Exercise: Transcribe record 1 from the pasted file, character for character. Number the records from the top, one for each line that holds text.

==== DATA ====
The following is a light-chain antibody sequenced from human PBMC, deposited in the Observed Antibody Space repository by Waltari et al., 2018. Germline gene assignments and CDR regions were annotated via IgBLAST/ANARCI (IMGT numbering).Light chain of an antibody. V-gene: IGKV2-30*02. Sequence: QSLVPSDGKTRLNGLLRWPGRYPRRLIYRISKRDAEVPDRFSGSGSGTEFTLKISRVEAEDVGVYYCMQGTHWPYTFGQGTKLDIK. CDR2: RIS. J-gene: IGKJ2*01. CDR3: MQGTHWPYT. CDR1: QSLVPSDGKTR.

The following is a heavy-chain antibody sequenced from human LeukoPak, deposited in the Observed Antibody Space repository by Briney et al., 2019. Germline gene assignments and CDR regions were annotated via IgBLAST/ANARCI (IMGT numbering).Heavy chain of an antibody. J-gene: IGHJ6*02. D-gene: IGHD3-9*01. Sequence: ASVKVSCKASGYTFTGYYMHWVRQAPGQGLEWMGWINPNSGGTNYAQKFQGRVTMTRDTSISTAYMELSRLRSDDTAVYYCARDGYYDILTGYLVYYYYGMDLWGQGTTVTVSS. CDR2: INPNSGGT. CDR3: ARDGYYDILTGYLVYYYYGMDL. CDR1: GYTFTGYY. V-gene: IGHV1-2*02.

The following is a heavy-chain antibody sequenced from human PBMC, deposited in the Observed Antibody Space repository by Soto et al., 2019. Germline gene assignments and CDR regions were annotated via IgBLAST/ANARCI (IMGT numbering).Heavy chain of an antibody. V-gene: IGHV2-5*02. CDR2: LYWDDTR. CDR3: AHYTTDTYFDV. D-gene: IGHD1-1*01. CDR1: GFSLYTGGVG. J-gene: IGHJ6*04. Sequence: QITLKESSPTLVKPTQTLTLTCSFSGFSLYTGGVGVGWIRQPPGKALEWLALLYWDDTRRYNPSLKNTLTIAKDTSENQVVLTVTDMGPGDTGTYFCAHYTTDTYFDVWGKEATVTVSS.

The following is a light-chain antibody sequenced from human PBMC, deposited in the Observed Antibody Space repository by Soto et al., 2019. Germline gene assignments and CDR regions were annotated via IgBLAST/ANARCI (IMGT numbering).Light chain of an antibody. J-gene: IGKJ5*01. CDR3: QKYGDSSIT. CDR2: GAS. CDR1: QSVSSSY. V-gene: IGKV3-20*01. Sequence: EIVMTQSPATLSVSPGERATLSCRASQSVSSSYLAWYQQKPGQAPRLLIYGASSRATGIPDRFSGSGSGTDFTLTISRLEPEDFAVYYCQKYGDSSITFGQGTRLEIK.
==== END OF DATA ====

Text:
The following is a light-chain antibody sequenced from human PBMC, deposited in the Observed Antibody Space repository by Waltari et al., 2018. Germline gene assignments and CDR regions were annotated via IgBLAST/ANARCI (IMGT numbering).Light chain of an antibody. V-gene: IGKV2-30*02. Sequence: QSLVPSDGKTRLNGLLRWPGRYPRRLIYRISKRDAEVPDRFSGSGSGTEFTLKISRVEAEDVGVYYCMQGTHWPYTFGQGTKLDIK. CDR2: RIS. J-gene: IGKJ2*01. CDR3: MQGTHWPYT. CDR1: QSLVPSDGKTR.